IMR Press / FBL / Volume 26 / Issue 10 / DOI: 10.52586/4998
Open Access Review
Approaches for the amelioration of adverse effects of drought stress on crop plants
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1 Metagenomics and Secretomics Research Laboratory, Department of Botany, Dr. Harisingh Gour University (A Central University), 470003 Sagar, Madhya Pradesh, India
2 Mycorrhizal Research Laboratory, Department of Biochemistry and Microbiology, Rhodes University, 6140 Grahamstown (Makhanda), South Africa
3 Department of Zoology, Dr. Harisingh Gour University (A Central University), 470003 Sagar, Madhya Pradesh, India
4 Centre for Rural Development and Technology, Indian Institute of Technology Delhi, 110016 Hauz Khas, New Delhi, India
5 Ashoka Trust for Research in Ecology and the Environment, 560064 Bangalore, Karnataka, India
6 Department of Botany, Mohanlal Sukhadia University, 313001 Udaipur, Rajasthan, India
7 Microbiology and Genetics Department/CIALE, University of Salamanca, 37007 Salamanca, Spain
*Correspondence: (Ashwani Kumar); (Joanna Felicity Dames)
Front. Biosci. (Landmark Ed) 2021, 26(10), 928–947;
Submitted: 24 July 2021 | Revised: 3 September 2021 | Accepted: 14 September 2021 | Published: 30 October 2021
Copyright: © 2021 The Author(s). Published by BRI.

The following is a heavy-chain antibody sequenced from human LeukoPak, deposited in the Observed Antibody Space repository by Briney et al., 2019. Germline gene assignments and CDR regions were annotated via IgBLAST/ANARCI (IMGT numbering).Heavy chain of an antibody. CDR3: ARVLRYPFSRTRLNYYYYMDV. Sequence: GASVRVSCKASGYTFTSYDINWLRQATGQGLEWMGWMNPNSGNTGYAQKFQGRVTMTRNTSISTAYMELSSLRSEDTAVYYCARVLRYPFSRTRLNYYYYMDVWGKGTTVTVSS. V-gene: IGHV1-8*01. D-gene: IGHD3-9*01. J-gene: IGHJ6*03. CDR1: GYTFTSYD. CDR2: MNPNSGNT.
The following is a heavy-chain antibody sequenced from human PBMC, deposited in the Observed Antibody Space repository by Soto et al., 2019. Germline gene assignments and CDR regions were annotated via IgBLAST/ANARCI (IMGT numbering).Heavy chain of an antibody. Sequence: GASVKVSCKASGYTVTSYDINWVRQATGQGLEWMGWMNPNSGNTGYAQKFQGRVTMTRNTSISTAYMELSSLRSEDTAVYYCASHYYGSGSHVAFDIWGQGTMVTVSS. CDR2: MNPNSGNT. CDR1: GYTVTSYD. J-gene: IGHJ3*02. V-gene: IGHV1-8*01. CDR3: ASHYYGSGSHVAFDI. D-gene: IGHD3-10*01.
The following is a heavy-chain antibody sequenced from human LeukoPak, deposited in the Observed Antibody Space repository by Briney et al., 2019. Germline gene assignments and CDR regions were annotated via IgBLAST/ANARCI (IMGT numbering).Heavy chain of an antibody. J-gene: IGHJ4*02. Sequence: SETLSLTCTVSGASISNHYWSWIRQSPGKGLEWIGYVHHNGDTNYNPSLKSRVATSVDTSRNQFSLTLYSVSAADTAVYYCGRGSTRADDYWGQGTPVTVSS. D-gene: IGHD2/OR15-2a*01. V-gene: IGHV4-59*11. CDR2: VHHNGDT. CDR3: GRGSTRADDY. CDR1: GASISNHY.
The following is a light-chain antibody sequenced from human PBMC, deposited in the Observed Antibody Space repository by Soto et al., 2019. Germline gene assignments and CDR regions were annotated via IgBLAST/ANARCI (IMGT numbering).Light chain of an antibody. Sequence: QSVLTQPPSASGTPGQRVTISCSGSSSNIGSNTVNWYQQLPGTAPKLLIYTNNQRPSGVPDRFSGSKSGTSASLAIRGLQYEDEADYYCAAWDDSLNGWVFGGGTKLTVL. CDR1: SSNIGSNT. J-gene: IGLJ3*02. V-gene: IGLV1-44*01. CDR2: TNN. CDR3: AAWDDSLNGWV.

This is an open access article under the CC BY 4.0 license (

Climate change, water scarcity, population growth, and food shortage are some of the threatening challenges being faced in today’s world. Among different types of stresses, drought stress presents a persistent challenge for global food production, however, its harshness and intensity are supposed to expand in the imminent future. The most striking effects of drought stress on plants are stunted growth, severe damage to photosynthetic apparatus, reduction in photosynthesis, reduction in seed germination, and nutrient uptake. To deal with the destructive effect of drought stress on plants, it is necessary to consider its effects, mechanisms of action, the agronomic and genetic basis for sustainable management. Therefore, there is an urgent need for sustainable solutions to cope up with the negative impact of drought stress. This review focuses on the detrimental effects of drought stress on plants’ morphological, physiological, and biochemical characteristics and recommends suitable drought management techniques to reduce the severity of drought stress. We summarize the effect of drought stress on physiological and biochemical parameters (such as germination, photosynthesis, biomass, water status, and nutrient uptake) and yield. Overall, in this article, we have reviewed the role of different phytohormones, osmolytes, exogenous compounds, proteins, plant growth-promoting microbes (PGPM), omics approaches, and genome editing technologies like clustered regularly interspaced short palindromic repeats (CRISPR) and CRISPR-associated protein 9 (CRISPR-Cas9) in alleviating drought effects in plants. We also proposed that developing drought-tolerant plant varieties requires the combined use of biotechnological and agronomic approaches and cutting-edge genome editing (GE) tools.